We are now several months down the road since I wrote my first blog about hyperinflation. In the past year, a number of different elements have led to price increases, from cotton to container transport, from technical fibres to chemicals and dyestuff, from spinning to weaving to dyeing and finishing, and last but not least, surging energy prices never seen before. For each of those elements we thought: this will only last for a limited amount of time, it cannot stay this high, when will this come down again?
And here we are, one year full of surprises and many explanations and negotiations passed to get to a certain degree of price acceptation in the market. We’ve noticed that some companies in the protective clothing industry still believe this is only temporary and that we will go back to the stable price situation we had before, and that end users still dare to demand price stability for at least a year. I am afraid I have to disappoint you. This situation is here to stay.
There actually is one positive element of a situation with hyperinflation: it usually has a temporary character. Unfortunately, we are moving into a situation where we can no longer talk about hyperinflation. Instead we are now moving into a longer period of elevated inflation. Many economists across the globe all agree on one thing: that inflation is expected to carry on well into 2023. In other words, we will continue to be faced with ongoing price increases for at least another year, if not more. Instead of resisting this unstoppable movement, we believe it’s better for all of us if we embrace it and cope with it together throughout our supply chain as best we can.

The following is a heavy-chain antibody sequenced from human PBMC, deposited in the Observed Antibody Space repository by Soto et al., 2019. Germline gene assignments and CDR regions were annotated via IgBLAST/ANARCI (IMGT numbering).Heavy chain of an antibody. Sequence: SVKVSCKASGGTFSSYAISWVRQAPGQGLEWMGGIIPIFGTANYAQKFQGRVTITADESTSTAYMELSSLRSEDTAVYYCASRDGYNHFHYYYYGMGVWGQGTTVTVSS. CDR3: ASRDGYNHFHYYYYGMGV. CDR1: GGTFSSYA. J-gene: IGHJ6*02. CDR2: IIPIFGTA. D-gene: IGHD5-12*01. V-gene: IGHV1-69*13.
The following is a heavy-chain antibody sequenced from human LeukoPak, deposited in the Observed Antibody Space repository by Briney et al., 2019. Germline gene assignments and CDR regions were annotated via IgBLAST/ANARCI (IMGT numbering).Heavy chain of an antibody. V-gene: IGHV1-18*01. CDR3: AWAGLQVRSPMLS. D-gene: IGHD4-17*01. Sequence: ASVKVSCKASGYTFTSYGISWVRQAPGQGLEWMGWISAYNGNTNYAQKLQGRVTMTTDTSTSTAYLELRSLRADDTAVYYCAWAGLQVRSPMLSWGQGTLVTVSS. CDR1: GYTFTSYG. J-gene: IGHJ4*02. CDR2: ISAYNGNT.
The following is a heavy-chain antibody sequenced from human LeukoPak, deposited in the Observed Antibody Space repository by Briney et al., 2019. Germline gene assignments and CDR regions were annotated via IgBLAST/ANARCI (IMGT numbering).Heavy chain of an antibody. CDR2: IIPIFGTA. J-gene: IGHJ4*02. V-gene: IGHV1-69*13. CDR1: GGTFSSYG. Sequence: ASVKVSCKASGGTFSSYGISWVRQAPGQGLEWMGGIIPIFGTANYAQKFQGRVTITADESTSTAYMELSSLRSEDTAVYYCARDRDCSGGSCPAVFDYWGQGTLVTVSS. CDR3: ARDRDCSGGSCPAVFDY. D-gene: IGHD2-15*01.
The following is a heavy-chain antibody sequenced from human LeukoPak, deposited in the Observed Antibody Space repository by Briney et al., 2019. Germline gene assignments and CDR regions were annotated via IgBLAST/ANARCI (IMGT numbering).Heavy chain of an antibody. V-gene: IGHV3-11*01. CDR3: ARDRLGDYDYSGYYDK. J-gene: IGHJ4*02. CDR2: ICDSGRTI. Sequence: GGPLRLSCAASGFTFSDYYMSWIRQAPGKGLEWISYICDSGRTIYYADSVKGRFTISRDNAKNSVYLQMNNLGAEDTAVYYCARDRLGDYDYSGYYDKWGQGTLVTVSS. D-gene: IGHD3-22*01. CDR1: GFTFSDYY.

“Instead of resisting this unstoppable movement we believe it’s better for all of us if we embrace it and cope with it together throughout our supply chain as best we can.”
Effects of Ukraine situation
In addition, the unstable situation with Ukraine will only make matters worse. Oil prices are increasing further, recent developments led to another spike in gas prices, and all raw materials continue to go up in price. This will only be reinforced by the positive developments that are taking place with Covid. More and more countries go back to pre-Covid times in terms of social distancing and opening up the entire economy. This will lead to increased economic activity which will push demand up, and given the ongoing supply chain challenges, this will only lead to even more price increases.
All signs are pointing to elevated inflation
I wish I could sketch a brighter picture than this. But all signs are pointing in the same direction. We are sure that economic activity will grow, and we expect much more activity in the protective clothing industry. But all of this will take place at continued higher prices going forward. Luckily, we are also coming across plenty of companies that do accept this situation and who are actually much more concerned about security of supply. And rightfully so. Supply chains continue to face many challenges and we know one thing: more disruptions will happen, we just don’t know when and where. Flexibility is key to adapting to this ever-changing environment, and that’s exactly the mentality we have taken at TenCate Protective Fabrics. Please join us in this journey and let’s focus on those things that we can influence and accept those we can’t.
“Flexibility is key to adapting to this ever-changing environment and that’s exactly the mentality we have taken at TenCate Protective Fabrics.”